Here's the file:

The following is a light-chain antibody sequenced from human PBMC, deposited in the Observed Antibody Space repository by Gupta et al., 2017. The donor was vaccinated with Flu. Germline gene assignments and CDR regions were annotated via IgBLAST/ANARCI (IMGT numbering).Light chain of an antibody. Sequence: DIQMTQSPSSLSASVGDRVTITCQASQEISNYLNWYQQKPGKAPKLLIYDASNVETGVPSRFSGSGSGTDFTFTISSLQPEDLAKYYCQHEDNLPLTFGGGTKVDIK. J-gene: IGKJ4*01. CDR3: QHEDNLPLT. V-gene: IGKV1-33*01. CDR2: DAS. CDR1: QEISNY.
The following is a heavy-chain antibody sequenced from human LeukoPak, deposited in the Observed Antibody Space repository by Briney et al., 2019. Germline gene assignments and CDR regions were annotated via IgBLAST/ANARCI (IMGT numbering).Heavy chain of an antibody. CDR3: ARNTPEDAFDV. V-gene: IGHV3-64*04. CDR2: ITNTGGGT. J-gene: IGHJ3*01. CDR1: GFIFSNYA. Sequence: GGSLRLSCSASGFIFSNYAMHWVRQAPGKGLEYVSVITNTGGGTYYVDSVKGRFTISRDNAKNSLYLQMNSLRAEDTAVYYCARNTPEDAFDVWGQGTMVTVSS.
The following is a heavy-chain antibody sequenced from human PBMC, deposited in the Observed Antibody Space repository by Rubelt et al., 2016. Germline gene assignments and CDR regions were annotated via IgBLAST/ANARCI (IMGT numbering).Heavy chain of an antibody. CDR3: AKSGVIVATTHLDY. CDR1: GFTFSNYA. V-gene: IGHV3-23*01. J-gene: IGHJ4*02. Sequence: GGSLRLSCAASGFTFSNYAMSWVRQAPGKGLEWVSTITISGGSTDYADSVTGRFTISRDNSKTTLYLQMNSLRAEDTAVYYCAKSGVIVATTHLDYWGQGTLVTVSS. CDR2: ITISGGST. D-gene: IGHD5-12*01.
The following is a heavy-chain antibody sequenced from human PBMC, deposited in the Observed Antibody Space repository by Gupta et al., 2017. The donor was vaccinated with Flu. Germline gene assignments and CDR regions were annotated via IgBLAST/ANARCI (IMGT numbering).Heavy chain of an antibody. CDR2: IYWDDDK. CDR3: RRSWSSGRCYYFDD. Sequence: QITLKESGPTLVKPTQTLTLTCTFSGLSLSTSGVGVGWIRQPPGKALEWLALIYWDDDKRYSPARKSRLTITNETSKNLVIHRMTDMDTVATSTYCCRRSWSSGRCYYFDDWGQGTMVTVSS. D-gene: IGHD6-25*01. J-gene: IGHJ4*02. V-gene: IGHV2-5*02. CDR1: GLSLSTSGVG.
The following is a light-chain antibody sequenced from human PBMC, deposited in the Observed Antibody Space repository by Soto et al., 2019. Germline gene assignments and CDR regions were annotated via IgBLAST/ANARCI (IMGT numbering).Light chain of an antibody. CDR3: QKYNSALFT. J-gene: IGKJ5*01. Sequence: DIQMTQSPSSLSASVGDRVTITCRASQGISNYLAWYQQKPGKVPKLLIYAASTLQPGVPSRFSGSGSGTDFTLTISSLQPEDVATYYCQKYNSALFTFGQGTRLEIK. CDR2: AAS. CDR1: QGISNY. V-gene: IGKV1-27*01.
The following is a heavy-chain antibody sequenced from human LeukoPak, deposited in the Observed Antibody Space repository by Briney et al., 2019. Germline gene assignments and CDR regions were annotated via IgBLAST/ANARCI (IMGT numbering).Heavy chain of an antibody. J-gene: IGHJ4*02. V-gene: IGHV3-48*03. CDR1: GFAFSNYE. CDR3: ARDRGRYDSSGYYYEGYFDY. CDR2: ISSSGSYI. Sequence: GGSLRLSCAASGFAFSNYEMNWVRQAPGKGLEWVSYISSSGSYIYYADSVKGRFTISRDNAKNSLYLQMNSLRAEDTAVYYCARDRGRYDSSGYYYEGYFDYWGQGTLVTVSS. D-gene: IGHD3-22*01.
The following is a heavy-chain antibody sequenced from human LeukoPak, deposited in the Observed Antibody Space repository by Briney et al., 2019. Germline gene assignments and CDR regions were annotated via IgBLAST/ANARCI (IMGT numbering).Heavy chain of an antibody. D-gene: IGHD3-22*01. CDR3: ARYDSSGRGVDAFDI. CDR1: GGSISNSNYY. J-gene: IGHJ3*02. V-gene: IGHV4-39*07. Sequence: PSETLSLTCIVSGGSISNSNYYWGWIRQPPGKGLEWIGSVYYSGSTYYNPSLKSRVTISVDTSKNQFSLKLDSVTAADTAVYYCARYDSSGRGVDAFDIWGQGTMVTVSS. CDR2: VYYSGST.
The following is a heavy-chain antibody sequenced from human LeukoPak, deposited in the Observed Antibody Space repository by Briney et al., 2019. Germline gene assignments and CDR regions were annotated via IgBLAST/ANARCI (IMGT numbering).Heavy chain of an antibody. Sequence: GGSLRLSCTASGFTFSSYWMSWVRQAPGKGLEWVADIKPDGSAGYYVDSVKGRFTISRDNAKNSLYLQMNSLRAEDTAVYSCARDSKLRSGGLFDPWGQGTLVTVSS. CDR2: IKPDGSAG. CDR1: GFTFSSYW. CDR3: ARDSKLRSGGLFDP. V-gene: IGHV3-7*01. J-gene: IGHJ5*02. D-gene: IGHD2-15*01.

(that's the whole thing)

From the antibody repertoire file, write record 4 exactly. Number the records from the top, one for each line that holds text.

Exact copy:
The following is a heavy-chain antibody sequenced from human PBMC, deposited in the Observed Antibody Space repository by Gupta et al., 2017. The donor was vaccinated with Flu. Germline gene assignments and CDR regions were annotated via IgBLAST/ANARCI (IMGT numbering).Heavy chain of an antibody. CDR2: IYWDDDK. CDR3: RRSWSSGRCYYFDD. Sequence: QITLKESGPTLVKPTQTLTLTCTFSGLSLSTSGVGVGWIRQPPGKALEWLALIYWDDDKRYSPARKSRLTITNETSKNLVIHRMTDMDTVATSTYCCRRSWSSGRCYYFDDWGQGTMVTVSS. D-gene: IGHD6-25*01. J-gene: IGHJ4*02. V-gene: IGHV2-5*02. CDR1: GLSLSTSGVG.